I think Gangubai Kathiawadi (marvellously portrayed on screen by Alia Bhatt) has the answer to one of the stupidest, most banal questions on earth: What do women want? The answer is obvious: “Ijjat’’ (izzat or respect) and izzat should be staring you in the face. Women want what men want. And a lot more. We are talking basics. Respect, dignity, opportunity.
As I write this column on International Women’s Day, I do not feel either cynical or angry. There is no cold rage, nor any frustration. There is a quiet recognition of ‘self’, which surpasses all else. These days I get to spend a lot of time with my two female, four-legged companions, observing them as they negotiate different spaces and hold their own.
They remind me of myself. Bijou is a frisky, restless, curious young thing, constantly getting in and out of trouble. She is the teenage me. Gong Li is the grande dame—somewhat imperious and aloof—as she is entitled to be at her age. She is me today. The interactions between the two ladies are fascinating. I wonder—which one will get the better of whom eventually? It is the sum total of the lives of all women forced to devise their own survival strategies. The struggles are different, but a struggle it is.
Watching Alia Bhatt’s transformation from a sex worker to a rakhwali (brothel owner) herself, I wondered what sort of a toll it must have taken on Alia as she lived with the complex character for three long years, playing the title role of Gangubai Kothewali. I have seen the lives of the badnaam women in the infamous cages up close and personal, since my school was not very far from those overcrowded lanes. Later, as a journalist, I went several times to meet some of the girls and spent time listening to their stories.
That Alia convincingly conveyed the pathos and the hidden strength of Gangubai is commendable. Gangubai takes on a new role within the community, as an activist with political ambitions, fighting for the rights of the oppressed kids, who are denied access to education. In reality, it was a battle Gangubai didn’t win, unfortunately. But her spirited efforts have not been forgotten; a small bust of hers is installed and prayed to, even today. This is feminism at work, ground up.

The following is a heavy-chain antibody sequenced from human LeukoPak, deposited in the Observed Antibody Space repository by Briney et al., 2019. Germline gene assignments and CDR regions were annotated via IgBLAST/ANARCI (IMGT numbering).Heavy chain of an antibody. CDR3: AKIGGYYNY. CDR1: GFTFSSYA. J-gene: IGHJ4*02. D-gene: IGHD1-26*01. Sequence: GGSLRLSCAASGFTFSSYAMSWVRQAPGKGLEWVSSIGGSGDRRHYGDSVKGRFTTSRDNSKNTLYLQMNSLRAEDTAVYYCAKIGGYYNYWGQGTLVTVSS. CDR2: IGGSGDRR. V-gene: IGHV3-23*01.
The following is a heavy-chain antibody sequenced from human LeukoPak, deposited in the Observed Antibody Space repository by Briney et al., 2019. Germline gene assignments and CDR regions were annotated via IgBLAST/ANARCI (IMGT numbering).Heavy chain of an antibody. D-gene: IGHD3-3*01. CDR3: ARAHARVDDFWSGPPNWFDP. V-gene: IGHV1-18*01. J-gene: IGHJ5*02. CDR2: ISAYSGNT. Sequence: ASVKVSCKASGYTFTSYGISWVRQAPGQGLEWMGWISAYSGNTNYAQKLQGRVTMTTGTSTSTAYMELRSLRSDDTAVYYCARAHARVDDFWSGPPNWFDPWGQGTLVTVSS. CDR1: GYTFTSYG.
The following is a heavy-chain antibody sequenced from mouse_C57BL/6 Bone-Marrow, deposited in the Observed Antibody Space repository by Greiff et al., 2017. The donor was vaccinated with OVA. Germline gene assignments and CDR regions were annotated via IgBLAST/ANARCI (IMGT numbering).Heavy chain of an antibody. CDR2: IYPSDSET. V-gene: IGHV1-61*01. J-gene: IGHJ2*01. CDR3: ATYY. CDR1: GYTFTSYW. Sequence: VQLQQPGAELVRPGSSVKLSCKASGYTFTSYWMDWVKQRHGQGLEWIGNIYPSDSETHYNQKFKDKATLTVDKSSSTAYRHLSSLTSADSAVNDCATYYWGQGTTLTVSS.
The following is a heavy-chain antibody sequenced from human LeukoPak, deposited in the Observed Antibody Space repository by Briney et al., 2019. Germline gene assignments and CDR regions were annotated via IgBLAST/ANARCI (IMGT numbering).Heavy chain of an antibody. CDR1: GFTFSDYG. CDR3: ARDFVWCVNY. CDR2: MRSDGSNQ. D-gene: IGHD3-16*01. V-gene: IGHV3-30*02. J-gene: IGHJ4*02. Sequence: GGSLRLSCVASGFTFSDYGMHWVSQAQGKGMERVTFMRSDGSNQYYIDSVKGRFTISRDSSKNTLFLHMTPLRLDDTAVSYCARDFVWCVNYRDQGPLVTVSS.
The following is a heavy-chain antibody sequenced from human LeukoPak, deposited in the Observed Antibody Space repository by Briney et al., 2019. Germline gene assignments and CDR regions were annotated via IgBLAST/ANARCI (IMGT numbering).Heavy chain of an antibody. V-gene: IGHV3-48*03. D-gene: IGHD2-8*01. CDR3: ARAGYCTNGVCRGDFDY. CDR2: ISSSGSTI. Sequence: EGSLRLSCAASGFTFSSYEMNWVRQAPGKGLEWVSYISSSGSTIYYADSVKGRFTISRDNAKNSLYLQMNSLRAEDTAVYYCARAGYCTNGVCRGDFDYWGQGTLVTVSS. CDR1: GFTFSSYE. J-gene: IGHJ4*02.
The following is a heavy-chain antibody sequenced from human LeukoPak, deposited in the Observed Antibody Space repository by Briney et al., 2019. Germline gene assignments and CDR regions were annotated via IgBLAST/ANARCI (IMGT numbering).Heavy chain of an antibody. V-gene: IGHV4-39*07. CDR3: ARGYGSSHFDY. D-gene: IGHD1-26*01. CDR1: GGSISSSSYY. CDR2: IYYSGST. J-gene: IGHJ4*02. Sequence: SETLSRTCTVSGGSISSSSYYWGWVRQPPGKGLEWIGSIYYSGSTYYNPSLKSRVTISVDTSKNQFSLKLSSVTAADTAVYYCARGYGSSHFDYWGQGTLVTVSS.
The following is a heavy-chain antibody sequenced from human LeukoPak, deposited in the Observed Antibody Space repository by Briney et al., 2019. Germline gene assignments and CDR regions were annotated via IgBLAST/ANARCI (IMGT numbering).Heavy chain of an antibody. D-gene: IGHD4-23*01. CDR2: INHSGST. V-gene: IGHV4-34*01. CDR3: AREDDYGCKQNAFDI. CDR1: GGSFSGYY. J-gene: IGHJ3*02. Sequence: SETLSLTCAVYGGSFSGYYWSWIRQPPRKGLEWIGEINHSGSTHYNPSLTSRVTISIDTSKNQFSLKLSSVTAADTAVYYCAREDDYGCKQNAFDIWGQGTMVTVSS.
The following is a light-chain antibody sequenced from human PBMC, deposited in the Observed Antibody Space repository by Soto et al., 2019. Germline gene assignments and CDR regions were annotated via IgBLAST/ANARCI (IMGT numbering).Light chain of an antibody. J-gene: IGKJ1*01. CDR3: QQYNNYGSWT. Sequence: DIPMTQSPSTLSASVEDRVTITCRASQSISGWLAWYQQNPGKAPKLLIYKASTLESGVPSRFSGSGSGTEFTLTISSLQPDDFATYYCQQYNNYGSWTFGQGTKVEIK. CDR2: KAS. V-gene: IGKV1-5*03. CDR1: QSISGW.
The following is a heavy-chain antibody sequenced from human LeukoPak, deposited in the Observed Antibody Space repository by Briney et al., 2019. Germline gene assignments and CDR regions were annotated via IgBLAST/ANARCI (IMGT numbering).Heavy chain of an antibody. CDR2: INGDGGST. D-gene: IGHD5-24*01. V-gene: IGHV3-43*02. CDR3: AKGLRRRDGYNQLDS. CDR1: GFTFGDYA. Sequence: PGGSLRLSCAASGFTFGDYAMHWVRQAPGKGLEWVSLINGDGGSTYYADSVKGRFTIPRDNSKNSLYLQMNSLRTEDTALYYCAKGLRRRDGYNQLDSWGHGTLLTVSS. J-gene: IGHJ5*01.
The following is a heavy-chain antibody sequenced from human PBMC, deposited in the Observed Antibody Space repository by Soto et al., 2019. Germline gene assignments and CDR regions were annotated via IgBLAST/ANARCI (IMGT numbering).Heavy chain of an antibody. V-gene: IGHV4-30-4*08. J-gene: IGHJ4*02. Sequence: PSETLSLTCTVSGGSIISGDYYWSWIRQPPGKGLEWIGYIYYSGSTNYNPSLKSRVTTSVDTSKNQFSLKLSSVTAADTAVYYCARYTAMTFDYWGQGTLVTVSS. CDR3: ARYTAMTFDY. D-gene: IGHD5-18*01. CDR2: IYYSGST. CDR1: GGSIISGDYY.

Like the moving ‘sunflower story’ from Ukraine. Since most of us have been following the awful war in the Ukraine, it is most inspiring to observe the intense engagement of women in the crisis zone. Already, a powerful symbol of peaceful resistance has emerged in the form of sunflowers that stand for Ukrainian pride and the citizens’ resolve to fight on.
The story goes that an elderly local lady offered sunflower seeds to a Russian soldier and told him they would automatically get embedded in the soil of her beloved country once he lies down to take his last breath. And through his death, something positive and uplifting will emerge—a field of sunflowers.
I was very moved by the imagery and as fields of sunflowers started to pop up on assorted social media sites, I marvelled at the lady’s gesture. This moment will remain frozen in history. Along with the video of the lone, battle-weary Ukrainian soldier reciting Persian poetry, as he stands in a huge, snow covered field, waiting for the bombs to drop. At the worst of times, hope manages to bloom and keeps us going. To this anonymous woman and man, the world owes a lot.
International Women’s Day is many things to many people. It is a good day to take stock and decide what we are prepared to do or even sacrifice to get ijjat—whatever the price, it is definitely worth paying.